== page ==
Planting Healthy Roots: Using Documentary Film to Evaluate and Disseminate Community-Based Participatory Research

Documentary filmmaking approaches incorporating community engagement and awareness raising strategies may be a promising approach to evaluate community-based participatory research. The documentary film was designed to promote the farmers’ market as well as evaluate and disseminate the intervention. The purpose of this study was both to evaluate the viewers’ satisfaction of the film and to assess whether the film affected viewers’ awareness regarding food access issues and healthy foods in a food-desert community with high rates of obesity. The coalition model of filmmaking, a model consistent with a community-based participatory research (CBPR) approach, and personal stories, community profiles, and expert interviews were used to develop a documentary film (Planting Healthy Roots). The evaluation demonstrated high levels of approval and satisfaction with the film and CBPR essence of the film. The documentary film aligned with a CBPR approach to document, evaluate, and disseminate research processes and outcomes.

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Citation: Brandt HM, Freedman DA, Friedman DB, Choi SK, Seel JS, Guest MA, Khang L. Planting healthy roots: using documentary film to evaluate and disseminate community-based participatory research. Fam Community Health. 2016 Oct-Dec;39(4):242-50. Doi: 10.1097/FCH.0000000000000120. PMID: 2753629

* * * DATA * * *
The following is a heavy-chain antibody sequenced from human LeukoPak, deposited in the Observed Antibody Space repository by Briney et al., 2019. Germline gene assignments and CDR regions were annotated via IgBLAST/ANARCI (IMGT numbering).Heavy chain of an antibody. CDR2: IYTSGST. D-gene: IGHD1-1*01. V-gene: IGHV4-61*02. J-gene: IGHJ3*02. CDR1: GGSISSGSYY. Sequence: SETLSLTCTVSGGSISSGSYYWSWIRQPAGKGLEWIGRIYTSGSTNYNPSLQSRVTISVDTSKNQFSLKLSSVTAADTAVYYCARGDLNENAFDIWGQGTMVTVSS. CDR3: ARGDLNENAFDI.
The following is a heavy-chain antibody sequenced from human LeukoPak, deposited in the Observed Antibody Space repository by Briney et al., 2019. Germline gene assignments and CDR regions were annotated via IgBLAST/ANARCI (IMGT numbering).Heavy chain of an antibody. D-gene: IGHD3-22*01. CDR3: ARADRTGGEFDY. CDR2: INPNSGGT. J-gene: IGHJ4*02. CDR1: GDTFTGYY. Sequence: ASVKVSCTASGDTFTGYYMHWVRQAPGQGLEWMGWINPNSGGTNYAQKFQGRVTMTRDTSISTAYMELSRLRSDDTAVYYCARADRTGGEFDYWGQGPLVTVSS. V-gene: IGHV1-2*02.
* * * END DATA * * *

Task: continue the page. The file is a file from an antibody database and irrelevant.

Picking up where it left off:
Acknowledgments: Funding provided to the South Carolina Cancer Prevention and Control Research Network (SC-CPCRN) by the Centers for Disease Control and Prevention’s Health Promotion and Disease Prevention Research Center and National Cancer Institute–funded CPCRN (U48/DP001936 and U48/DP005000-01S2). Additional funding for the documentary film, Planting Healthy Roots, was provided by the University of South Carolina Science and Health Communication Research Group. The content is solely the responsibility of the authors and does not necessarily represent the official views of the Centers for Disease Control and Prevention or the National Institutes of Health. The authors thank the community advisory group, Family Health Centers, Inc, of Orangeburg, South Carolina, members of the community, and all those who participated in and supported the “Right Choice, Fresh Start” Farmers’ Market. The authors extend special thanks to the student filmmakers (Tim Jacobs and Trey Murphy) and Professor Laura Kissel (faculty advisor) in the Film and Media Studies Program at the University of South Carolina. Finally, the authors dedicate this article to former South Carolina State Senator Rev Clementa Pinckney for his dedication to increasing access to healthy foods among residents of South Carolina, including introducing and passing legislation related directly to the outcomes of the “Right Choice, Fresh Start” Farmers’Market, and for being a champion for rural economic development among small-scale farmers and social justice.